[TIP] Database Design:  Point in Time Architecture and Soft Deletes

[TIP] Database Design:  Point in Time Architecture and Soft Deletes


Point in Time Architecture (PTA) is a database design that guarantees support for two related but different concepts – History and Audit Trail.

  • History – all information, both current and historical, that as of this moment, we believe to be true.
  • Audit Trail – all information believed to be true at some previous point in time.
Typical OLTP databases destroy data. This is most obvious with the Delete command, but a moment's thought reveals that the Update command is equally destructive. When you update a row in a table, you lose the values that were there a moment ago. The core concept in PTA is this: no information is ever physically deleted from or updated in the database.

What is Point in Time architecture (PTA) and how is it used?
In a PTA design, a previous record can be modified without destroying the current record. Different user's might want to view the database from different point of in time, UserA might want to view the current database record, UserB might want to view last months's database record, and userC might want to view yesterdays database record.
The Problem
In an invoice application, your "Invoice" might have "Invoice_line_item" table that reference multiple product "items", once the invoice has been sent to your customer and has been paid. Sometime in the future, your product item code, name, description, might change, now if you did not use PTA design, when you make changes to your product items, it will also change your existing invoiced product items, that references the product items, this is not what you want to do.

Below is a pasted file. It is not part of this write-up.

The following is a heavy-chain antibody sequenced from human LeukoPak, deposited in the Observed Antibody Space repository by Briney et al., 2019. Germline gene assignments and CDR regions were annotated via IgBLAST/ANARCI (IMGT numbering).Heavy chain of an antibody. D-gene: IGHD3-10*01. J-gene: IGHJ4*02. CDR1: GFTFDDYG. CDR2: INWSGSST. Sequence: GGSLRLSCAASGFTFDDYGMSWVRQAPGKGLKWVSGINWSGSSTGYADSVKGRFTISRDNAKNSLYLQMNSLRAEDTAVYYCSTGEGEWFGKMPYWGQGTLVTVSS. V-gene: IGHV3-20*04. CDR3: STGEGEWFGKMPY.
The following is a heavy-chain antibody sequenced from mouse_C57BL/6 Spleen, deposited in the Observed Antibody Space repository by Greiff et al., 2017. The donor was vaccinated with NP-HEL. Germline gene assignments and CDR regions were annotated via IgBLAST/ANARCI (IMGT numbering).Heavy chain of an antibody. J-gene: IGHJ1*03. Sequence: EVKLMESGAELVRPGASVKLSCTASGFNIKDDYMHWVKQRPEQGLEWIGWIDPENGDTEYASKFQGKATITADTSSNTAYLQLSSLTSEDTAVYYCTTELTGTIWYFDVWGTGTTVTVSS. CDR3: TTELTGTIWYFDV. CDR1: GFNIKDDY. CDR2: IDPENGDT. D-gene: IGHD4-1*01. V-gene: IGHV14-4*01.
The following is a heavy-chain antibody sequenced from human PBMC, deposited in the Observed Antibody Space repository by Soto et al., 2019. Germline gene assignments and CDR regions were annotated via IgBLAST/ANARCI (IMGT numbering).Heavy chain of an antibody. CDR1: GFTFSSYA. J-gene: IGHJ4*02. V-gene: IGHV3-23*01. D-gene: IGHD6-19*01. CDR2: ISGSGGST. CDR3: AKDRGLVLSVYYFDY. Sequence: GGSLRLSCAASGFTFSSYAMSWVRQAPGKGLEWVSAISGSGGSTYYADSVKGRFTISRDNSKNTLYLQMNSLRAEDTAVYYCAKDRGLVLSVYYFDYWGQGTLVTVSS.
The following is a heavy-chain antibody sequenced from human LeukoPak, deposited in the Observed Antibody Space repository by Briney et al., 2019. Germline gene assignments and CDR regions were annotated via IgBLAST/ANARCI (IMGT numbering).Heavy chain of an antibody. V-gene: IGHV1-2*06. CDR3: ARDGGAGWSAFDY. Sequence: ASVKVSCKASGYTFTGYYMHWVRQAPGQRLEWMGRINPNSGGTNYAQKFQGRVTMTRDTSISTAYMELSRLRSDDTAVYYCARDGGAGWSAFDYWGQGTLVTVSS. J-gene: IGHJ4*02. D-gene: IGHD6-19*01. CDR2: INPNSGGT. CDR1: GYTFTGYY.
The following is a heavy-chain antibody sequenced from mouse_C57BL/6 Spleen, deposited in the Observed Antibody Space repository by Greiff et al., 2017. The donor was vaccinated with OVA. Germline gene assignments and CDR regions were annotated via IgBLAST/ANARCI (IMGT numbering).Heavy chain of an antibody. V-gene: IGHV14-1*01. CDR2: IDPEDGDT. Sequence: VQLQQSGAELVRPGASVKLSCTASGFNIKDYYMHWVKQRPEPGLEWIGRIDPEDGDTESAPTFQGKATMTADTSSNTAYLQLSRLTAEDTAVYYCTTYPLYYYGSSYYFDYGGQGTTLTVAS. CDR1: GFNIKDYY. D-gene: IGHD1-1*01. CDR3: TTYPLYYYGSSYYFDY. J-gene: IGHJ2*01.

You could however store the invoiced product item name, code and description etc into the "Invoice_Line_Item" table itself, but then you will be duplicating unnecessary data.
The Solution
In the case presented above, it is suggested that you use a PTA design, where no information is ever physically deleted from or updated in the database.
To track the changes in your PTA design, you would add the following columns, 
ValidFromDate - the date the record is valid from.
ValidToDate - the date the record is no longer valid.
CreatedBy - the user id that created the record (if you use EnterpriseManager, this would be the UserMasterId of the person that created the record).
CreatedDate - the date the record was created
OriginalRefId - the foreign key reference to the original primary key record.
Now, if you decide to change your product item, you create a new record, and Invoices referencing the previous product items remains untouched. Only the ValidToDate for the product item gets updated.
Soft Delete
If you want to have the ability to delete records, and still be able to track previous data, it is suggested that add a soft delete "DeletedDate" column, to flag the record as deleted.

DeletedDate - the date the record was deleted.



Thanks for sharing Robert, great article!

You might want to take a look into this extension by João Portela, Entity Track Changes - Track the changes in your application, that logs changes to records - not exactly the same architecture, but it's awesome for auditing.

Tiago Simões

Tiago, thanks for the link, looks good for auditing and tracking changes, however I think it serves for a different purpose :)